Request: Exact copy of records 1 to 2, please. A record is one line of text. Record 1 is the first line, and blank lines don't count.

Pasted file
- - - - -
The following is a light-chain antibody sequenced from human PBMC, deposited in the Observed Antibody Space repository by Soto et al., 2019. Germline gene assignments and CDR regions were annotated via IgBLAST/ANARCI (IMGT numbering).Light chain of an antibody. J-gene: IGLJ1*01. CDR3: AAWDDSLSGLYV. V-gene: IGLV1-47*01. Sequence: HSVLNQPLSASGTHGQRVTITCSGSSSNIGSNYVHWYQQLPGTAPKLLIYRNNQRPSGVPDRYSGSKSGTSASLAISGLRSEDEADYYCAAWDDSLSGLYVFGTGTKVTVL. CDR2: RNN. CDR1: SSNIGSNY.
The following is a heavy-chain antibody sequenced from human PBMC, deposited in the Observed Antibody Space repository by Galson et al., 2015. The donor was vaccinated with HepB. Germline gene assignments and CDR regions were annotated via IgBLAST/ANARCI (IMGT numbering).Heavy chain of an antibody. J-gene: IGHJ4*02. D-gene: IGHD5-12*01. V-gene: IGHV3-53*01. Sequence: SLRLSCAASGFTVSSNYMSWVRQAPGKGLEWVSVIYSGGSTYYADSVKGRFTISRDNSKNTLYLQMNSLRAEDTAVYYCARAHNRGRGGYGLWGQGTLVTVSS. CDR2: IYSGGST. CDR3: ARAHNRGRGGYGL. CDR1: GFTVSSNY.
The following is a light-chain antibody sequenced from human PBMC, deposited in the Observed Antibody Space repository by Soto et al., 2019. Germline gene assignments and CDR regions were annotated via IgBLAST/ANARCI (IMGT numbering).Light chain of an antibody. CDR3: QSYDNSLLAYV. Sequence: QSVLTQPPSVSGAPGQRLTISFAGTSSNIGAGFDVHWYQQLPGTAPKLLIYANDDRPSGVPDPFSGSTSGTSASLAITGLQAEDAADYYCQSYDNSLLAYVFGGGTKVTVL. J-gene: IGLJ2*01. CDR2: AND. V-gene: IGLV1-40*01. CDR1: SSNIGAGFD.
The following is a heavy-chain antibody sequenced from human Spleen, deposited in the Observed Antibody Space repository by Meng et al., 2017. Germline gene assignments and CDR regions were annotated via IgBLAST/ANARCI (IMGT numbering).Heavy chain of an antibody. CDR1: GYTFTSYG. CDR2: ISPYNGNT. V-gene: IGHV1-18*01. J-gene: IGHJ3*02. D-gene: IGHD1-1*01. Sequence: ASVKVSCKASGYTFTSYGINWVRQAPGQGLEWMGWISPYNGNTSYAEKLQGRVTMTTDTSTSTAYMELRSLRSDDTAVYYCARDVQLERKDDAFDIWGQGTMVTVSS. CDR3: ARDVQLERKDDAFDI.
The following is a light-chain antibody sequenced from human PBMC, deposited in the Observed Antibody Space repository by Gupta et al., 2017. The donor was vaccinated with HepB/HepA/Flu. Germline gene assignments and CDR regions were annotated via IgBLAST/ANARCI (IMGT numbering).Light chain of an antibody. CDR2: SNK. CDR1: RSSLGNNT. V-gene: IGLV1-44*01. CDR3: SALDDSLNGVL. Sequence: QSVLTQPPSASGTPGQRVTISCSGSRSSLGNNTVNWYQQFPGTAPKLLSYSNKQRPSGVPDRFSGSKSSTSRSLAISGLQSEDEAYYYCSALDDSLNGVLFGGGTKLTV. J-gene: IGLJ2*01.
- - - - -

The following is a light-chain antibody sequenced from human PBMC, deposited in the Observed Antibody Space repository by Soto et al., 2019. Germline gene assignments and CDR regions were annotated via IgBLAST/ANARCI (IMGT numbering).Light chain of an antibody. J-gene: IGLJ1*01. CDR3: AAWDDSLSGLYV. V-gene: IGLV1-47*01. Sequence: HSVLNQPLSASGTHGQRVTITCSGSSSNIGSNYVHWYQQLPGTAPKLLIYRNNQRPSGVPDRYSGSKSGTSASLAISGLRSEDEADYYCAAWDDSLSGLYVFGTGTKVTVL. CDR2: RNN. CDR1: SSNIGSNY.
The following is a heavy-chain antibody sequenced from human PBMC, deposited in the Observed Antibody Space repository by Galson et al., 2015. The donor was vaccinated with HepB. Germline gene assignments and CDR regions were annotated via IgBLAST/ANARCI (IMGT numbering).Heavy chain of an antibody. J-gene: IGHJ4*02. D-gene: IGHD5-12*01. V-gene: IGHV3-53*01. Sequence: SLRLSCAASGFTVSSNYMSWVRQAPGKGLEWVSVIYSGGSTYYADSVKGRFTISRDNSKNTLYLQMNSLRAEDTAVYYCARAHNRGRGGYGLWGQGTLVTVSS. CDR2: IYSGGST. CDR3: ARAHNRGRGGYGL. CDR1: GFTVSSNY.